Famous Marriages Karl Marx and Jenny von Westphalen Part 4

About the marriage between Communist Manifesto author Karl Marx and Jenny von Westphalen, history of life after the wedding.


Karl Marx and Jenny von Westphalen

Happily Ever After: Unfortunately, their happiness didn't last. The privations were worse than either of them had foreseen. Jenny stayed by Marx's side, as Bauer had predicted, first in the romantic little flat in Paris (where the long-admired Heine paid eloquent tribute to her charm and wit), and later in progressively less romantic flats in the Chelsea, Soho, and Haverstock Hill areas of London. The socialist movement evolved, but at bitter personal cost. Child followed child, and the family was gradually reduced from straitened circumstances to abject poverty. Jenny's family marriage dowry, a silver dinner service bearing the crest of the Scottish House of Argyll, was pawned, retrieved, pawned again, and finally sold outright. Still there was never enough to keep bread on the table, or to buy medicine for an ailing baby, or a coffin for a dying one.

Their single servant, the loyal bondsmaid Lenchen, who had been with Jenny's family since childhood, cooked, cleaned, marketed, made their clothes, carried the coal, lit the fires, did the washing, and nursed them through endless illnesses. In the middle of it all (that is, in a two-room flat already housing a family of seven), she also bore Marx a son, to his great embarrassment (not because of any moral scruples, but because of the obvious implication that he had taken advantage of a member of the proletariat). It was a blow from which Jenny, too, never quite recovered, for until then she had trusted her husband implicitly, ennobling him as the heroic champion of the poor and dispossessed; that he should have deceived her with her beloved Lenchen seemed inexcusable. The parentage of the child was carefully concealed, and it is possible that he never knew who his father was. Ironically, he was the only one of Marx's children to live to see the advent of the Russian Revolution.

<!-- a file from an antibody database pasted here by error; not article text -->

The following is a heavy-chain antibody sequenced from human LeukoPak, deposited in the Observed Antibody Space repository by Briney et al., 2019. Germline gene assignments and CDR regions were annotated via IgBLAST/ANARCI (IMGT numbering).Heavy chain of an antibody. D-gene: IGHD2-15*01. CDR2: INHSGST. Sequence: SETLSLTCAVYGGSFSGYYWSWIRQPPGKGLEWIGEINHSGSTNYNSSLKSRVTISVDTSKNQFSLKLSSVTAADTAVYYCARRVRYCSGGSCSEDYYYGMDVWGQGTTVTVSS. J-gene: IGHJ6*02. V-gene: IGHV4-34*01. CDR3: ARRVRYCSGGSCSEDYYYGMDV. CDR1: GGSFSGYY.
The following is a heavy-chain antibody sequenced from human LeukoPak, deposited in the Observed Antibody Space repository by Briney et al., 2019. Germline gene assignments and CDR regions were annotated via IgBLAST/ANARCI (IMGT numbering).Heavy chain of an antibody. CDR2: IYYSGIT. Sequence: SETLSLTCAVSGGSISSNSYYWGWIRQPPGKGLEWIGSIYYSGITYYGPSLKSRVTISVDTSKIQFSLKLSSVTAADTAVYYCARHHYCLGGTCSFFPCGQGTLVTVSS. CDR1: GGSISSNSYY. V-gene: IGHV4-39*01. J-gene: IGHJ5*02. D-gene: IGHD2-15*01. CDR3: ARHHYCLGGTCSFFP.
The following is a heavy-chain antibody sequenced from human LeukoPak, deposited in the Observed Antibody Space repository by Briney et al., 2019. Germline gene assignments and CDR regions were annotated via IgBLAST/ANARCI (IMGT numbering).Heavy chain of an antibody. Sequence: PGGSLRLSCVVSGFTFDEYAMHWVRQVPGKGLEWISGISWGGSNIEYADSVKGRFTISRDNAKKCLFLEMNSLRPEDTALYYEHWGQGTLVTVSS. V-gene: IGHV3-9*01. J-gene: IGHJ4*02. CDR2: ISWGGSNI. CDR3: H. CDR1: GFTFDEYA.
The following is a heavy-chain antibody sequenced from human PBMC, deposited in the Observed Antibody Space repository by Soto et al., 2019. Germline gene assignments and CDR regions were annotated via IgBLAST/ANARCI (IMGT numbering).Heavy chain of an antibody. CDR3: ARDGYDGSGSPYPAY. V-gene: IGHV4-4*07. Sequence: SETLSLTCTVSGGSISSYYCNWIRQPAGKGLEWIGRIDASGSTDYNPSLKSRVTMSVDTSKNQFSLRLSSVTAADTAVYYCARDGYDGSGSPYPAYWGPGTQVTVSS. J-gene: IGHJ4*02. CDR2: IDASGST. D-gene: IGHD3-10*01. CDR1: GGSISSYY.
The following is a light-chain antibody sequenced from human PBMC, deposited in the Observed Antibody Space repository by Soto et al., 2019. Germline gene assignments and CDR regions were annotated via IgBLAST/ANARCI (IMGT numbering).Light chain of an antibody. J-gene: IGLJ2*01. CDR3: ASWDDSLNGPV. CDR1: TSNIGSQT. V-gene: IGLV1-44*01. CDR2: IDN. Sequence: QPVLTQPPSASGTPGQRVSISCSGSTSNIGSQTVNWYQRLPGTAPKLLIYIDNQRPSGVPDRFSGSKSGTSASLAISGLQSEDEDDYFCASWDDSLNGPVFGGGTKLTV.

Although Marx dominated Jenny even from those early days in Trier, he was always immensely proud of her and depended on her emotionally throughout their marriage. Once when revisiting Trier, he wrote back to her in London: "Almost everyone I meet asks me for news of ‘the prettiest girl in Trier,' for tidings of ‘the queen of the ballroom.' It cannot but tickle a man to find that in the fancy of a whole township his wife is enshrined as a ‘fairy princess.'"

In his own way, he always saw her so.

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